Monoprice, best known for its outstanding budget range of audio products has been aiming higher in recent years, with mixed results. Theirspeakers didn’t light my fire, but things picked up a bit with the in-ear headphones.
The Monolith M650 full-size headphone is the best-sounding product I’ve heard from the company. Better yet, it sells for just $150 in the US and £145 in the UK.
It was clear from the get-go that with the M650 over-the-ear headphones Monoprice has a winner on its hands (or should I say head?). It sounds sweet, it’s comfortable, and build quality is substantial for a ‘phone in this price range.
The M650’s headband and metal parts feel solidly put together. It comes with a user-replaceable and unusually flexible cable that plugs into the ear cups with 2.5mm plugs. Two sets of ear pads — faux leather and velour — that can be swapped out depending on your preference. In either case the headphone’s comfort is above average. I’m less pleased with the way the M650 looks, it’s drab and uninspired.
As for the sound producing parts, the M650 sports 50mm beryllium drivers that are housed in open-back ear cups. That means the M650 doesn’t do a thing to isolate the wearer from external noise, and people nearby can hear sound “leaking” from the headphones. Impedance is rated at an easy to drive 64 ohms. The M650 is sold with a three-year warranty.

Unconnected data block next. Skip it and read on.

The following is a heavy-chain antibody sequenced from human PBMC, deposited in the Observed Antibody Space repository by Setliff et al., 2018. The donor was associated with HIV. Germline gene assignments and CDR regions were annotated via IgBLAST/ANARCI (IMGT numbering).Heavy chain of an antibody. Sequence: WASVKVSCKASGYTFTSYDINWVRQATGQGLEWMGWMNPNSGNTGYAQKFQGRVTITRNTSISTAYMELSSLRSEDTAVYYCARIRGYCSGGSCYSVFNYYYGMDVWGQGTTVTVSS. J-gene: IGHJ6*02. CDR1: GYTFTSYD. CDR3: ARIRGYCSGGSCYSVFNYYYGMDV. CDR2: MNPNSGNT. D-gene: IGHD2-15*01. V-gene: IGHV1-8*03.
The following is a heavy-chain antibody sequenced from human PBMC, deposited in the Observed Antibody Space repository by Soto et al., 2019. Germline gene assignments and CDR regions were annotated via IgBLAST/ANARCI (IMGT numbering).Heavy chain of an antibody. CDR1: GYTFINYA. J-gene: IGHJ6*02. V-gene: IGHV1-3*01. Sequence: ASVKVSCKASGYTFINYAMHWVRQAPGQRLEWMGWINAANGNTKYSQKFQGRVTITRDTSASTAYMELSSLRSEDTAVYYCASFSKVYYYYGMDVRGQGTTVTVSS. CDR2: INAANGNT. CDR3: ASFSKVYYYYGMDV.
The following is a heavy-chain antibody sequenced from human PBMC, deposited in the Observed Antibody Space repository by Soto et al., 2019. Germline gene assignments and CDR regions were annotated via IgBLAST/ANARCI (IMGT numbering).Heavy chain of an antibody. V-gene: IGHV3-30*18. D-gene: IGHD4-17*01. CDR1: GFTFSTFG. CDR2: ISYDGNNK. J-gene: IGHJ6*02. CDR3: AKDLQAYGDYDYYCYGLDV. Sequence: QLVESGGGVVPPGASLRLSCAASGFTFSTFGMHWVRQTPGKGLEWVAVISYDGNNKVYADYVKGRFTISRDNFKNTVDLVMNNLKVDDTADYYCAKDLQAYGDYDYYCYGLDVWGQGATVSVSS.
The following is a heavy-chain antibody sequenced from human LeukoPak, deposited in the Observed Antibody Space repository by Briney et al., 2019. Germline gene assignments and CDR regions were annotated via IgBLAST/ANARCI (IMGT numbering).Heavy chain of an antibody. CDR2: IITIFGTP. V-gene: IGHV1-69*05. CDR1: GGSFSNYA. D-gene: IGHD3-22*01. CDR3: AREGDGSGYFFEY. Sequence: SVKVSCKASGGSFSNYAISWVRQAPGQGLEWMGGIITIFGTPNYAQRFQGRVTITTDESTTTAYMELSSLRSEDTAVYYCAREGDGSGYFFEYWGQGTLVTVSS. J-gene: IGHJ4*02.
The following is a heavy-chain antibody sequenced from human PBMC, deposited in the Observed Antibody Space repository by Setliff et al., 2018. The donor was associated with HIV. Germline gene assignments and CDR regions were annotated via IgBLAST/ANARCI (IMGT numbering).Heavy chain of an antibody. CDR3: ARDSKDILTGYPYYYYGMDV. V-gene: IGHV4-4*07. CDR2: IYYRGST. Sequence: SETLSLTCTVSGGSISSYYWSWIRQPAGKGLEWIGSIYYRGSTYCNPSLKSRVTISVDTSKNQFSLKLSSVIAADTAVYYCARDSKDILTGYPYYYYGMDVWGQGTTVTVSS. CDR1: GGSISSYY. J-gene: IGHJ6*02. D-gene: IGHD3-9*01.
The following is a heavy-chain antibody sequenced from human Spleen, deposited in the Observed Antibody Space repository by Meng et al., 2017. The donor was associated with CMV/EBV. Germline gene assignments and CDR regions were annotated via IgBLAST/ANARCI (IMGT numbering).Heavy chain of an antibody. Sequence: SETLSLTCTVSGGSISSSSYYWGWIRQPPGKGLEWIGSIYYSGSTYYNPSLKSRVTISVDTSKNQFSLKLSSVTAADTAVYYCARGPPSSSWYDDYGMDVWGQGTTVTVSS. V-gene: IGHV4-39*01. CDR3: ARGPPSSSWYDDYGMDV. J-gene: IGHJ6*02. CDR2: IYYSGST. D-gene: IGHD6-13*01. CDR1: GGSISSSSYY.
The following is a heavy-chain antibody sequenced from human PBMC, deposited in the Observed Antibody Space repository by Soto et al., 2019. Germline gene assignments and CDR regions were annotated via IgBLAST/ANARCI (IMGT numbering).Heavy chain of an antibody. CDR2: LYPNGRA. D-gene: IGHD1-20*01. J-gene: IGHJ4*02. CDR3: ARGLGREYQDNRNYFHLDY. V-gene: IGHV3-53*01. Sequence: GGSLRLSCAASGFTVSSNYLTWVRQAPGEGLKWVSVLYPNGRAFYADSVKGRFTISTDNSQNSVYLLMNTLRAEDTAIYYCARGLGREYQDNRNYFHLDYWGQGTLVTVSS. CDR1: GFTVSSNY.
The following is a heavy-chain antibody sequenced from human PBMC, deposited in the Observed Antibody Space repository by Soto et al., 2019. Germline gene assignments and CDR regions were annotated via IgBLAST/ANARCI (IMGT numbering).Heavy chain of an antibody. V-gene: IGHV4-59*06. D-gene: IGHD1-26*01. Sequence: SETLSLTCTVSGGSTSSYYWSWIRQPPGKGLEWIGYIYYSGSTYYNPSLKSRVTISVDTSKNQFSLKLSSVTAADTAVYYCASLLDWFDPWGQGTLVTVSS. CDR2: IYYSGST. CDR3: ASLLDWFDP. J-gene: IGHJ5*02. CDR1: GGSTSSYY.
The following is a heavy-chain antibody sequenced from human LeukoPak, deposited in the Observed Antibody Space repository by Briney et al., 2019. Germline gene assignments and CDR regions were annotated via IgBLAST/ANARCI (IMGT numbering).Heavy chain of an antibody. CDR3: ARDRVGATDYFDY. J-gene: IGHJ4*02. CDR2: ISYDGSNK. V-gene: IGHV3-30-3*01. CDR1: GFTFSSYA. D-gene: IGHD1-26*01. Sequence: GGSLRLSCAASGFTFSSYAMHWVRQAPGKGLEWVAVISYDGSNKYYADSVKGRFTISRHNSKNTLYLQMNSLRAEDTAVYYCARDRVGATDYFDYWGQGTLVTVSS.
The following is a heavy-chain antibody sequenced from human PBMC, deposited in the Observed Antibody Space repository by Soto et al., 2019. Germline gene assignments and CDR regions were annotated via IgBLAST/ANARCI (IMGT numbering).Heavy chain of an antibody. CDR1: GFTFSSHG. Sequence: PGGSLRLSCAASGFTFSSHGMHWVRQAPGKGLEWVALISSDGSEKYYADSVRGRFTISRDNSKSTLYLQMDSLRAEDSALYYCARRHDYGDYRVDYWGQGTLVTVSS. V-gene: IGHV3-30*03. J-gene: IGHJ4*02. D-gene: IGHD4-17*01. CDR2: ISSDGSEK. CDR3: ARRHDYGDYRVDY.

Aphex Twin’s latest EP, Collapse, with its churning bass beats and hard hitting electronic blasts were given their full due over the M650. Switching over to a set of slightly less-expensiveopen-back headphones, the bass and midrange thinned out. The M650 isn’t as lively as the SR80e, but I prefer the M650’s more refined and natural sounding tonal balance with acoustic music of all kinds. The M650’s more potent (but not overdone) bass clinched the deal.
Next up, theover-the-ear headphones. It’s long been one of my reference under $200 headphones, and when I put it on I remembered why: it just sounds right. It’s more immediate sounding than the M650, and the M50x wins on overall clarity, it’s a more neutrally balanced sounding headphone.
Still, when I returned to the M650 its added warmth was quite pleasant. Both headphones are recommendable, and since the M50x is a closed-back design it hushes external noise to some degree, it might be a better choice if you like to listen music loud in quiet public places. That said, the M650 presents a somewhat bigger, more spacious soundstage than the M50x.
The Monoprice Monolith M650 faces stiff competition from the Audio Technica ATH M50x, but even so I kept returning to the M650. Then again, I’m a sucker for sweet sounding headphones, even ones that miss the last degree of clarity. Also, it’s really easy to wear for extended listening sessions, and that counts for a lot.
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